Two years after the explosion in Lebanon, civil society and the Maronite Church are mobilizing in the face of the crisis
Photos Clément Gibon for La Vie
Text Jenny LaFond
Lebanon is hit by one of the worst crises in the world since 1850, according to the World Bank. The financial and economic rout that started in the fall of 2019 was aggravated by the coronavirus pandemic, by the double explosion of August 4, 2020, which devastated the whole of eastern Beirut, and above all by a political paralysis coupled with the inability of its leaders to reform a country undermined by corruption and confessionalism. As a result, the overwhelming majority of the population has seen its standard of living collapse in the face of galloping inflation, with the Lebanese pound plummeting by 95% against the dollar, to which it has been pegged since 1993. Added to this is the shortage of public electricity, which is almost non-existent.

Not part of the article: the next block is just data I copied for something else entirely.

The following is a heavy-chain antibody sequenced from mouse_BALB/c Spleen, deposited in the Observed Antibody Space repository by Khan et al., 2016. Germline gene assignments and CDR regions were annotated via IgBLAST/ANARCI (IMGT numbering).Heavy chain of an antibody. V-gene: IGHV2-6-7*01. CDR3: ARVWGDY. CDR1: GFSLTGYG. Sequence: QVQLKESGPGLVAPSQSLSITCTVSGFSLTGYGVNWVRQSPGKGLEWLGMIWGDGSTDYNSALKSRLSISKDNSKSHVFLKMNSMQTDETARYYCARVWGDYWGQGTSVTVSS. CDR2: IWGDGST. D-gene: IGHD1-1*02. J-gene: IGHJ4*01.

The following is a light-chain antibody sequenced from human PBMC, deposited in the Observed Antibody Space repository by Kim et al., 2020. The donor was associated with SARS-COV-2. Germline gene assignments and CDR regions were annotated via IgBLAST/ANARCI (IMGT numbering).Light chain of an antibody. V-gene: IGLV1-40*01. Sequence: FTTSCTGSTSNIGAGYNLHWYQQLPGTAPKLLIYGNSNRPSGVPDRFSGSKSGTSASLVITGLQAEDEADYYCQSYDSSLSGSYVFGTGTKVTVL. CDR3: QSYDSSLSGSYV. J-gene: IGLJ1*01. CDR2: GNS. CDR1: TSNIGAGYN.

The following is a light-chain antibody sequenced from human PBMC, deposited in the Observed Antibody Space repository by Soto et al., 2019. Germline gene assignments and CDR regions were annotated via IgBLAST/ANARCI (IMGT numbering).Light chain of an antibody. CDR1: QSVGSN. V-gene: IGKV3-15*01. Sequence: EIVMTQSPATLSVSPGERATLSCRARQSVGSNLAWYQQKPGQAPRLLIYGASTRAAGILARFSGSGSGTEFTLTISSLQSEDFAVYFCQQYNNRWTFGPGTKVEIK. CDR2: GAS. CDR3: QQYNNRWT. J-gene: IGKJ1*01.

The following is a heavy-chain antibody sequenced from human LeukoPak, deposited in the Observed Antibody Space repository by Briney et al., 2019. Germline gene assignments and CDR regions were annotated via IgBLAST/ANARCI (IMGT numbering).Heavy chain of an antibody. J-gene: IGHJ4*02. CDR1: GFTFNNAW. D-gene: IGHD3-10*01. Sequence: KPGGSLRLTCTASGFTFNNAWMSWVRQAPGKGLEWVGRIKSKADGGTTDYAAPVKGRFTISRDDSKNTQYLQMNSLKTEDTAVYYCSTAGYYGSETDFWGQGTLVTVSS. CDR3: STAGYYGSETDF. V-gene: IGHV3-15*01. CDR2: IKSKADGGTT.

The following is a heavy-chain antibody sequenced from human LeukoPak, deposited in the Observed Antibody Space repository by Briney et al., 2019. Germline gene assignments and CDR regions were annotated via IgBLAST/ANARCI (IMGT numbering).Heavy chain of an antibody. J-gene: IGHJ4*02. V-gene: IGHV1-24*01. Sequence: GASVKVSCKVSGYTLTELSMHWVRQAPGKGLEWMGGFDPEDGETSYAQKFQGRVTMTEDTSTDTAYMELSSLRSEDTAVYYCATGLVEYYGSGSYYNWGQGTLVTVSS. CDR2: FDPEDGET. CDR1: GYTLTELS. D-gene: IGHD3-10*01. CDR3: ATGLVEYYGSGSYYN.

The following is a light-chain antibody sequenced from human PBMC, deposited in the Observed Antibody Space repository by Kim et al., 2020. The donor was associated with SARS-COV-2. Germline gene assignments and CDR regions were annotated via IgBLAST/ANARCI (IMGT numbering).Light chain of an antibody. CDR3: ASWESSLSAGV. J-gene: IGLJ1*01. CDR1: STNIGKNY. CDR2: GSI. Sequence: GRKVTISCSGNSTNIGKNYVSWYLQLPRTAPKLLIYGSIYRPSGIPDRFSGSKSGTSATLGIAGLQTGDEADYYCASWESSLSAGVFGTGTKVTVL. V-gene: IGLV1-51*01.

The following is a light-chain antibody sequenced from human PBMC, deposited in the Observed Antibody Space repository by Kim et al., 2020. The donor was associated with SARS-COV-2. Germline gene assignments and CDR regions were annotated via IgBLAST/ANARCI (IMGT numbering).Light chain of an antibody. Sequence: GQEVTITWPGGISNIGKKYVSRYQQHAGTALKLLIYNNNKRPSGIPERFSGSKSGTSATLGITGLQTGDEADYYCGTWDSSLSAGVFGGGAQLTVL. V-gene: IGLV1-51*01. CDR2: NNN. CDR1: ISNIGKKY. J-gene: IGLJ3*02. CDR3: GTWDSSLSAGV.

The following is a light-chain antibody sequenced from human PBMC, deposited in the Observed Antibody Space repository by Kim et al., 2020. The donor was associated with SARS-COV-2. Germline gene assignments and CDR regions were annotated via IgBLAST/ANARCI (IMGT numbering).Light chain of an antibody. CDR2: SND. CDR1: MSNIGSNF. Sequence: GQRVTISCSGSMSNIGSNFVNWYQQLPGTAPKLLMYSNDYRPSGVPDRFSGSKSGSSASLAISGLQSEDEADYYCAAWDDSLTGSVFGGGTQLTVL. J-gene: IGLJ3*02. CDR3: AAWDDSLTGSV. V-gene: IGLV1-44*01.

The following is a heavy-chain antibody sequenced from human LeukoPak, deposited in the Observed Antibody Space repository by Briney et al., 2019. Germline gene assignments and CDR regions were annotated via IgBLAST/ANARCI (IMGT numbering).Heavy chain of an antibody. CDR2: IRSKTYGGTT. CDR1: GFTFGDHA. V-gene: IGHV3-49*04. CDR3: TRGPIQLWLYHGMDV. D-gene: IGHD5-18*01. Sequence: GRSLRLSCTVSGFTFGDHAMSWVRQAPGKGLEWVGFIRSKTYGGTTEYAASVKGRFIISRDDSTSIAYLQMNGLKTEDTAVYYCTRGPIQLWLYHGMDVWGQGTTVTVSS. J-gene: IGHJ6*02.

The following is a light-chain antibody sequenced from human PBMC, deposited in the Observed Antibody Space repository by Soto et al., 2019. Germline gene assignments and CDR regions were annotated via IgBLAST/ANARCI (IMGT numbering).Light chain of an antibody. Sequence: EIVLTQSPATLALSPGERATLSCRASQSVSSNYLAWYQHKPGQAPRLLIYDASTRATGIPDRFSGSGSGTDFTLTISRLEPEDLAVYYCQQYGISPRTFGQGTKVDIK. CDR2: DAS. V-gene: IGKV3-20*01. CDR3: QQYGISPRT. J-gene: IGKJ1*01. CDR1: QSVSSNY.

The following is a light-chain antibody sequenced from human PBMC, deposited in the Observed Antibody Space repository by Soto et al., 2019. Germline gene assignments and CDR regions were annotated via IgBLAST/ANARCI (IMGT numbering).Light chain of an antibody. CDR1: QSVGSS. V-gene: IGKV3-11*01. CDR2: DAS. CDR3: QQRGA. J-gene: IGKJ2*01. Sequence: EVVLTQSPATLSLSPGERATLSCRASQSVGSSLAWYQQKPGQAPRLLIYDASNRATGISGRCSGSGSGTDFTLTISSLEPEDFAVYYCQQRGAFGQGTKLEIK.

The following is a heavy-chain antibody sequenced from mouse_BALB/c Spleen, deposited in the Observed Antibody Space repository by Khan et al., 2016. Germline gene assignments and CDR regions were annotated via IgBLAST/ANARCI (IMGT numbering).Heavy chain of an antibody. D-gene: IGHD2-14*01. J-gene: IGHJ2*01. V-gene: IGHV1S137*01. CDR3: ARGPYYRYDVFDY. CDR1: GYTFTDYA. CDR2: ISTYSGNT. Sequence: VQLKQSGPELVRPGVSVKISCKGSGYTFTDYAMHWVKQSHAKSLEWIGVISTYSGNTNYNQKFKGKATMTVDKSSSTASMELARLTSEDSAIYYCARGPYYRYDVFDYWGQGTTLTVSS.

At the entrance of Mary's Kitchen, dozens of people - workers, refugees, mothers, pensioners - are already handing their plastic containers to the kitchen volunteers. This photo essay for the media La Vie reports on the initiative of Marie's kitchen which not only distributes food to people in need, but also plans to build a new shelter.